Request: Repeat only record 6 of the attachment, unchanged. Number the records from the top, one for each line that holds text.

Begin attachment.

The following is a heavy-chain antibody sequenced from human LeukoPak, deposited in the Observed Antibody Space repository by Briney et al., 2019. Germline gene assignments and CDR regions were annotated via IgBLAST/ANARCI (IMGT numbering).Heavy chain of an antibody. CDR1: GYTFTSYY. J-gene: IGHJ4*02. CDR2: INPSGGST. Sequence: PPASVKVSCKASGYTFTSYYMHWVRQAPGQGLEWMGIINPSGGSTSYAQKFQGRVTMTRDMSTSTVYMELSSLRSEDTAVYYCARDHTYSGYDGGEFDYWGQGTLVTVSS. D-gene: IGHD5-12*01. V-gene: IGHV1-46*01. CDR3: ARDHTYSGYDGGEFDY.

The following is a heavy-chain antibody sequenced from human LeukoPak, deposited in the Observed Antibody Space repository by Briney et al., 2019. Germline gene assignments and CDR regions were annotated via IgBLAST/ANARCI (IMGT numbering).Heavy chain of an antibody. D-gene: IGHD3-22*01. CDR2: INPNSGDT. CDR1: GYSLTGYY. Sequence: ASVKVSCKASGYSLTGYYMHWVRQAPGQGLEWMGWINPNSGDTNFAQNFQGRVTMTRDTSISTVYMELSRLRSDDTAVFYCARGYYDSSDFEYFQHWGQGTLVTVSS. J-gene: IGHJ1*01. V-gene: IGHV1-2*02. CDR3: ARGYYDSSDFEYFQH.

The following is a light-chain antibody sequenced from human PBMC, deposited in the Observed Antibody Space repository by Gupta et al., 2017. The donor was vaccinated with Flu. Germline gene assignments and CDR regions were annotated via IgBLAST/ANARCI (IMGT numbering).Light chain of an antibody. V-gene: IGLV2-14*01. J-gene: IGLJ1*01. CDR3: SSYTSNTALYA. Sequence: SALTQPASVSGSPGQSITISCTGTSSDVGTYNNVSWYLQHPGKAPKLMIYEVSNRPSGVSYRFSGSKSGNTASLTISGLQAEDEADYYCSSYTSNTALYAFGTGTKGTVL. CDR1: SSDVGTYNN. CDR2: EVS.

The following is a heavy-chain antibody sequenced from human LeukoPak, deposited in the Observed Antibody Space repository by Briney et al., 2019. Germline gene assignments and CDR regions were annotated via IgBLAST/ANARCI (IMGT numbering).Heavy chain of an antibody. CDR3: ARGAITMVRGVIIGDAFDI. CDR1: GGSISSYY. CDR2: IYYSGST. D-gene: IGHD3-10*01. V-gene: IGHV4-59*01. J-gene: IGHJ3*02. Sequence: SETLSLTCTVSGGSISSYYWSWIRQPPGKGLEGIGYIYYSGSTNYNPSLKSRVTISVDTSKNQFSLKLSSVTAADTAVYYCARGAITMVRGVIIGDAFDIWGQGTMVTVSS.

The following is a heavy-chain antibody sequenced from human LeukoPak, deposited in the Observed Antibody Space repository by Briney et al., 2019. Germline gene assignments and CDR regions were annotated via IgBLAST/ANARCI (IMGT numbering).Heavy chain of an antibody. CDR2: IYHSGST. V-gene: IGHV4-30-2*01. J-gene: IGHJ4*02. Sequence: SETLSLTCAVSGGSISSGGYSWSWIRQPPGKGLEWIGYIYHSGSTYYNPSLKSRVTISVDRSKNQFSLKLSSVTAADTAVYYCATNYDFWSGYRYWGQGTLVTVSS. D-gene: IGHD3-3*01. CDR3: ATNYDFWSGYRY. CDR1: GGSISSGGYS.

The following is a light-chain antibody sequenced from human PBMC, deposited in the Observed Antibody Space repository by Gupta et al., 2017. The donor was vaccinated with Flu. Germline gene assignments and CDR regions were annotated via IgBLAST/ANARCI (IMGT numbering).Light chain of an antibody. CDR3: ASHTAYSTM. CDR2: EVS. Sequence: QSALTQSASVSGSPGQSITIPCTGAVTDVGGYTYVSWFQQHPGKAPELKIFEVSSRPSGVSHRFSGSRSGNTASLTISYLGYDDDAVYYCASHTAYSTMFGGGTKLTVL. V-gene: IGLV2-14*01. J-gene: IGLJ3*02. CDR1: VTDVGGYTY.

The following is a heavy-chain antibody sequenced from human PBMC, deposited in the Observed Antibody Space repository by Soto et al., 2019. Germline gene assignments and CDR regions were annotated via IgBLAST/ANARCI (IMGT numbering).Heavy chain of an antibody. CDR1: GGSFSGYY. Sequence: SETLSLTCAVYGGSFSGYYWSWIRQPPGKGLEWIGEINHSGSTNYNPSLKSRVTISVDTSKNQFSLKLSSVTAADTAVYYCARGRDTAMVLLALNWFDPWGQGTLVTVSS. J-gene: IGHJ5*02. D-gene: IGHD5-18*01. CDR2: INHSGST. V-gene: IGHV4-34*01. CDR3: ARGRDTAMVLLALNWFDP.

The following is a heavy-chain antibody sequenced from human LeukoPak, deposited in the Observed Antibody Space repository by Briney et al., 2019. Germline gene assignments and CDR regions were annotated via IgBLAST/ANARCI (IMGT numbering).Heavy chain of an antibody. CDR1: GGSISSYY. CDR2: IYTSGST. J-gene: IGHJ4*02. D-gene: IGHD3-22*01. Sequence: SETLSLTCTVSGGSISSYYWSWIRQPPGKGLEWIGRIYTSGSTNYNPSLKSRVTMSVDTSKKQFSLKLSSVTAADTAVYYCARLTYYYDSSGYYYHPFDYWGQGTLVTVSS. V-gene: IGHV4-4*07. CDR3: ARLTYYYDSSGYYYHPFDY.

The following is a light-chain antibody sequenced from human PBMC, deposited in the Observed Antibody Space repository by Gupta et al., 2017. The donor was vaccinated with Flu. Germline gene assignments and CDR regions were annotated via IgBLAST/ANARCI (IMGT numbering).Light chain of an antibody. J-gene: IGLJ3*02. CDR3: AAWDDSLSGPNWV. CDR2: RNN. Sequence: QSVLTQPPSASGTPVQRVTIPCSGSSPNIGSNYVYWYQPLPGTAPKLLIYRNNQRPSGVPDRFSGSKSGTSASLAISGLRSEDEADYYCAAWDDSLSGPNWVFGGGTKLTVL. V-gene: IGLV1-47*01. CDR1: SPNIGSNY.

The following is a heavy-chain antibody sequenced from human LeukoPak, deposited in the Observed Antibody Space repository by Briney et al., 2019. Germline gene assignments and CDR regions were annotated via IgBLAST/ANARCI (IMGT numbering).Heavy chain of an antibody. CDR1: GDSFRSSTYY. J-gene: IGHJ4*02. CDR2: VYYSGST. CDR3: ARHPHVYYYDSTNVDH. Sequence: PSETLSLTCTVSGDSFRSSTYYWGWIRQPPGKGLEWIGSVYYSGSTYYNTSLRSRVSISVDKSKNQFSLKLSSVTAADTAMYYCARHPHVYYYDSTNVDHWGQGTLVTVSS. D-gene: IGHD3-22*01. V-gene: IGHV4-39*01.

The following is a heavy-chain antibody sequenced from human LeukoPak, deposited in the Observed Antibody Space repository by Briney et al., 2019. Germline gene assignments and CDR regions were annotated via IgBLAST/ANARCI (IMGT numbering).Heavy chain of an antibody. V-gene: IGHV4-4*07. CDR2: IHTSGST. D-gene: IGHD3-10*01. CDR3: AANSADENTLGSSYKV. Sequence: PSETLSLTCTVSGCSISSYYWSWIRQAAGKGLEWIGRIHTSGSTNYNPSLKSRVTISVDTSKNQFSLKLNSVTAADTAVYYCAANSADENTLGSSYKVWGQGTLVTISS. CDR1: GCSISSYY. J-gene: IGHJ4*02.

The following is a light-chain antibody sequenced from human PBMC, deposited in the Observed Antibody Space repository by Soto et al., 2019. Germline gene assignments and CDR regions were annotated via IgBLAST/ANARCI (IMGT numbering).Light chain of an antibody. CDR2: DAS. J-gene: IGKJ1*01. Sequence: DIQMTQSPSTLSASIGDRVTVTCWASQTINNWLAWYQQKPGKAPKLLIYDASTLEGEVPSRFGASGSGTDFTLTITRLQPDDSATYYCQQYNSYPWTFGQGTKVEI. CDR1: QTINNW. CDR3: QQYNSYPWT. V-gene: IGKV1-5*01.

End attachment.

The following is a light-chain antibody sequenced from human PBMC, deposited in the Observed Antibody Space repository by Gupta et al., 2017. The donor was vaccinated with Flu. Germline gene assignments and CDR regions were annotated via IgBLAST/ANARCI (IMGT numbering).Light chain of an antibody. CDR3: ASHTAYSTM. CDR2: EVS. Sequence: QSALTQSASVSGSPGQSITIPCTGAVTDVGGYTYVSWFQQHPGKAPELKIFEVSSRPSGVSHRFSGSRSGNTASLTISYLGYDDDAVYYCASHTAYSTMFGGGTKLTVL. V-gene: IGLV2-14*01. J-gene: IGLJ3*02. CDR1: VTDVGGYTY.